Within the hardcore community, Anthony Moreschi is known for his work as a vocalist in such bands as Ten Yard Fight and Stand and Fight.
In his other life, Anthony is an Emmy Award-winning filmmaker who will be releasing Don't Stand in Line, a 6-part documentary series that explores the inspring journey of individuals who used the DIY ethics they learned from the worlds of skateboarding, BMX, punk/hardcore music to launch their careers.
Don't Stand in Line features Chris Wrenn (Bridge Nine Records, Sully's Brand), Greg Walsh (Wolf Brigade Gym, The Mephisto Group), Sunny Singh (Hate5Six), and Steve Crandall (FBM Bike Company, RADshare, Drop In Coffee).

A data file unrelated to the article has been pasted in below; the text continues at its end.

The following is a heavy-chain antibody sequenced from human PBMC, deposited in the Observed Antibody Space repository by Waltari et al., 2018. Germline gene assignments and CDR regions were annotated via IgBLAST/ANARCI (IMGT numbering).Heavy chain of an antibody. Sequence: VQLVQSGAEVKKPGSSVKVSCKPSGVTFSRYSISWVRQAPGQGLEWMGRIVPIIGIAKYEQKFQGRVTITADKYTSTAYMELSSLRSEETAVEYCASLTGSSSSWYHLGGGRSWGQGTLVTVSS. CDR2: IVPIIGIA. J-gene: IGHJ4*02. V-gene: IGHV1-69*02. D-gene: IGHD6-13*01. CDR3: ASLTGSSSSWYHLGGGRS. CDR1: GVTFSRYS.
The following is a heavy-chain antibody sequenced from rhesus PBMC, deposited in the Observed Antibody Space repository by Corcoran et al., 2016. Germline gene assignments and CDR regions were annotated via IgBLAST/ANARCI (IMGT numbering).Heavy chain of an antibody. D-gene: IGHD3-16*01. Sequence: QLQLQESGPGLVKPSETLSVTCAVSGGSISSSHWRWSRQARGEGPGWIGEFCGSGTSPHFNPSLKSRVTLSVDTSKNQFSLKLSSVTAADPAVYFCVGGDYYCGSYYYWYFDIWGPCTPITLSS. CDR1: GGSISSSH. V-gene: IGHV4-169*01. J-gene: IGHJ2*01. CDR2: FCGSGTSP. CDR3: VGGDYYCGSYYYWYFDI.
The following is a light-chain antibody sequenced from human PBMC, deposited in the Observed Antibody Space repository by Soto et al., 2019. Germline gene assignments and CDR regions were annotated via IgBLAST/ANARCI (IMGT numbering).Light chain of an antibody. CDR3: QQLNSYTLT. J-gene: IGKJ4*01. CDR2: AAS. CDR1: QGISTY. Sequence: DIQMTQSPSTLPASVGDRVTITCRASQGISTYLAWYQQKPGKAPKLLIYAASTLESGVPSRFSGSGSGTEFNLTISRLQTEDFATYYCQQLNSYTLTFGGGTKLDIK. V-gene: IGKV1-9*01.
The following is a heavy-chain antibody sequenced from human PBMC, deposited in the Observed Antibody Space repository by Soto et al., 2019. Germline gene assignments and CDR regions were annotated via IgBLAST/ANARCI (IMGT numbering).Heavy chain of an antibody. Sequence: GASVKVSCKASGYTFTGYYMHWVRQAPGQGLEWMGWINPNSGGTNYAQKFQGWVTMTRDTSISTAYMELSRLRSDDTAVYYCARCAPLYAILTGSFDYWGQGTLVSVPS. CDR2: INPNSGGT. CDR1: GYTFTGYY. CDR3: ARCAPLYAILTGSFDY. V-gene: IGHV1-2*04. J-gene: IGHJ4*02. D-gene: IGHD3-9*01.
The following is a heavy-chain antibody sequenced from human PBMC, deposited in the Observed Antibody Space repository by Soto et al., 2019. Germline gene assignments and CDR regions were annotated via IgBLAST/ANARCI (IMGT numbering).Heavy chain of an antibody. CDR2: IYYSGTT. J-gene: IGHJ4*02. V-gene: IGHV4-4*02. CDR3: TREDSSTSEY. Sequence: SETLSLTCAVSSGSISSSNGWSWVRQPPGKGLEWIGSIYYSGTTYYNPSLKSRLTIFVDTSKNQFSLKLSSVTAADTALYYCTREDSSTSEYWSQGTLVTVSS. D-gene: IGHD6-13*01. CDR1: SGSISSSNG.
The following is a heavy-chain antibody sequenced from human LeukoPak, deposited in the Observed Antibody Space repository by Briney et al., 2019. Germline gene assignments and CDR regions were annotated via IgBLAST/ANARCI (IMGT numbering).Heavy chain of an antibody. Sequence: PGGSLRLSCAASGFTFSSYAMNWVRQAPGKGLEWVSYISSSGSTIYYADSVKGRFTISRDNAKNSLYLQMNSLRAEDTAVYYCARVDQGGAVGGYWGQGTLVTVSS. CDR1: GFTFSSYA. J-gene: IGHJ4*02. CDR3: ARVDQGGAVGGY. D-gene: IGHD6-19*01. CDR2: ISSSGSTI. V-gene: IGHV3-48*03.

With the doc series launching later this month, No Echo chatted with Anthony about the endeavor, his background in BMX, and his thoughts on Ten Yard Fight.
Before we get into the series, tell me a bit about your background with BMX and skateboarding. Also, when and how did you get into filmmaking?
I actually taught myself how to a ride bike when I was 5. My parents wouldn’t take my training wheels off to teach me so I snuck out on my sister’s bike and spent an afternoon riding in circles and falling a lot until I nailed it. I then proceeded to take off my own training wheels and I’ve been doing stupid things on a bike ever since.
I’d say I got my first real BMX bike probably in ’82. So I was probably about 8. I saw the bike chase scene in E.T. and I had to get one of those bikes. A few years later I saw Back to the Future and I got hooked on skateboarding. I’ve been pretty much full on into both ever since.